Four complex numbers 𝑧, 𝑧, 𝑧, and 𝑧 are shown on the Argand diagram.

  1. Find the image of the points 𝑧, 𝑧, 𝑧, and 𝑧 under a transformation that maps 𝑧 to 𝑖𝑧.
  2. By plotting these points on an Argand diagram, or otherwise, give a geometric interpretation of the transformation.

Answer

Part 1

We begin by finding the values of 𝑧, 𝑧, 𝑧, and 𝑧 form their points on the Argand diagram as shown in the table below.

PointValue
𝑧(3,0)𝑧=3
𝑧(2,3)𝑧=2+3𝑖
𝑧(2,1)𝑧=2𝑖
𝑧(0,1)𝑧=𝑖

Now we multiply each complex number by 𝑖 to find the image under the transformation as shown follows: 𝑧=𝑖×3=3𝑖,𝑧=𝑖×(2+3𝑖)=2𝑖+3𝑖=3+2𝑖,𝑧=𝑖×(2𝑖)=2𝑖𝑖=12𝑖,𝑧=𝑖×𝑖=𝑖=1.

Part 2

Considering these complex numbers as vectors on the Argand diagram, we plot each complex number with its vector. We have also included an arrow indicating the transformation under this map.

We can see that the image of each point is the same distance from the origin but at a different angle with the real axis. When we consider all points together, we see that they are all rotated by the same angle. Specifically, the transformation represents a rotation by an angle of 𝜋2 radians counterclockwise about the origin.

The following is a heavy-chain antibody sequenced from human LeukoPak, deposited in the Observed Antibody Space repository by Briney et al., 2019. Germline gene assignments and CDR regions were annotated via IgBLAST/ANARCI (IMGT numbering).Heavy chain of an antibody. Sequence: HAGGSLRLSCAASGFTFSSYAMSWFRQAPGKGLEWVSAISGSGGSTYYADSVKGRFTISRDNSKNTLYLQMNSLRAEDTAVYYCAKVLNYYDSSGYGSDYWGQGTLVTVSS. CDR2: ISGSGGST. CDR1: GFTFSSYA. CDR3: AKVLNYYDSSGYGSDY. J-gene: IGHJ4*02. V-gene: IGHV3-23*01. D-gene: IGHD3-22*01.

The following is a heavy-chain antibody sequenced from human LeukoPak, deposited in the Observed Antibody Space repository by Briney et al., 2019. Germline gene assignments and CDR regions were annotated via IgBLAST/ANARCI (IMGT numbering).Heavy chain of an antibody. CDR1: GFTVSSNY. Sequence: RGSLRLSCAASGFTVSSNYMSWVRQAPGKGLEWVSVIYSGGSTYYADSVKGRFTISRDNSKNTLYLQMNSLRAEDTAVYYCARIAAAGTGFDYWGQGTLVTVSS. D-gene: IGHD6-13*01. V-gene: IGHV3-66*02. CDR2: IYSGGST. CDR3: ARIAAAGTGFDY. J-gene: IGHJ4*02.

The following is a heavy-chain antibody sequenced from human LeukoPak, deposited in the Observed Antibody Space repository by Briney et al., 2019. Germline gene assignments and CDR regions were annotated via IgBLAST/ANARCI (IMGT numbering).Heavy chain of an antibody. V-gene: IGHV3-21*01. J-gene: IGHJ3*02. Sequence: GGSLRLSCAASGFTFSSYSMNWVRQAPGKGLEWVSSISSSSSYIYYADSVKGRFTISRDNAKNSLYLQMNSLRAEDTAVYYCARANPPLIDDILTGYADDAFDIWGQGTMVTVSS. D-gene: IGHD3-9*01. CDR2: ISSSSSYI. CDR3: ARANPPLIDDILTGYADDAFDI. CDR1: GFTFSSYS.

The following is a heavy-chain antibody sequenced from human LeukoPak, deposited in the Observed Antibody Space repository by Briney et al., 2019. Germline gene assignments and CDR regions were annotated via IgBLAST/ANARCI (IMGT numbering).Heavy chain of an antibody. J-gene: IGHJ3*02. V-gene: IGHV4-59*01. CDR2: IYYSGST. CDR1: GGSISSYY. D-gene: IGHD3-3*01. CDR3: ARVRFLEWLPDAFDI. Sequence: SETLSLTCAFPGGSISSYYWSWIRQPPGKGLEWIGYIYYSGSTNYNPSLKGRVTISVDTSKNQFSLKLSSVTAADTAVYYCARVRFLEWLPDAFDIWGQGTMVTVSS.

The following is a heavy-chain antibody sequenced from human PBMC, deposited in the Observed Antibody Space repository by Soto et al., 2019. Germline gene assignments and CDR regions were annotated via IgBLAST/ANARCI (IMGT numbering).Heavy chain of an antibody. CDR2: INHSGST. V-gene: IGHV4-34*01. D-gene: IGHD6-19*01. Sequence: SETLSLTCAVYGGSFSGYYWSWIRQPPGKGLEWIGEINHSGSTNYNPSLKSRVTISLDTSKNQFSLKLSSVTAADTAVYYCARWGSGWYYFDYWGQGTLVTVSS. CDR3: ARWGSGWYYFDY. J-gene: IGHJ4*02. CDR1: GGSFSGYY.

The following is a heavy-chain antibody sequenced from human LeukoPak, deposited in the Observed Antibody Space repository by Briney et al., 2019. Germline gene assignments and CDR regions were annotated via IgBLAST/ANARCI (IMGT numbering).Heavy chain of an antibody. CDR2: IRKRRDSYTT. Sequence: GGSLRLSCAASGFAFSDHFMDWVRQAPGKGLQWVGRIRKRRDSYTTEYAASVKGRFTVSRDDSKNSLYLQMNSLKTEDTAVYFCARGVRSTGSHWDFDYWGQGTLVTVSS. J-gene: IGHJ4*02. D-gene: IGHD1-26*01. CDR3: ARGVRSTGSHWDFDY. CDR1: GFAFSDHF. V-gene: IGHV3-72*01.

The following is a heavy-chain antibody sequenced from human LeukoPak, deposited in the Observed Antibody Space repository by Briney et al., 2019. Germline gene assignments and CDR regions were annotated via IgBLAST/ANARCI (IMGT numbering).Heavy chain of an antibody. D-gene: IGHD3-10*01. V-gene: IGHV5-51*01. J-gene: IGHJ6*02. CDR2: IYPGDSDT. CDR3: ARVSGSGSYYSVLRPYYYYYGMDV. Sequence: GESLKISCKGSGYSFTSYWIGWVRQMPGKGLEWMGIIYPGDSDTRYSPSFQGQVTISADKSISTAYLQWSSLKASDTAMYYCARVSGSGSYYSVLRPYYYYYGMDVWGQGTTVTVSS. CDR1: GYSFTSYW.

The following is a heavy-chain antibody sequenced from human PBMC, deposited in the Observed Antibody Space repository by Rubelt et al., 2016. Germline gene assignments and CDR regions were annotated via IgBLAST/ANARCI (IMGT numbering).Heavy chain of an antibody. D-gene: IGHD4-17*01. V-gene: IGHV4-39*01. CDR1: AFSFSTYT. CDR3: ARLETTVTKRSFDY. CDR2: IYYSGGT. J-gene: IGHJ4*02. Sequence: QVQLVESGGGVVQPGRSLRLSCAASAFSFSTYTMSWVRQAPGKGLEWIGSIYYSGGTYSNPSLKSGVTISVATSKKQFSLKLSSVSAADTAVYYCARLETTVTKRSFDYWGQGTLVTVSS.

The previous example demonstrates that multiplying by 𝑖 represents a counterclockwise rotation by 𝜋2 radians about the origin. Combining this with the geometric interpretation of multiplying by a real number, we can interpret multiplying by a general imaginary number as a rotation followed by a dilation. Considering 1 to be the product 𝑖×𝑖, we can think of the transformation representing multiplicaion by 1 as the transformation we get by multiplying by 𝑖 twice. So mulitplication by 1 is the transformation we get by rotating counterclockwise by 𝜋2 twice; that is, it is a rotation by 𝜋 radians. This is the same as the interpretation that multiplying by 1 represents a dilation with a scale factor of 1.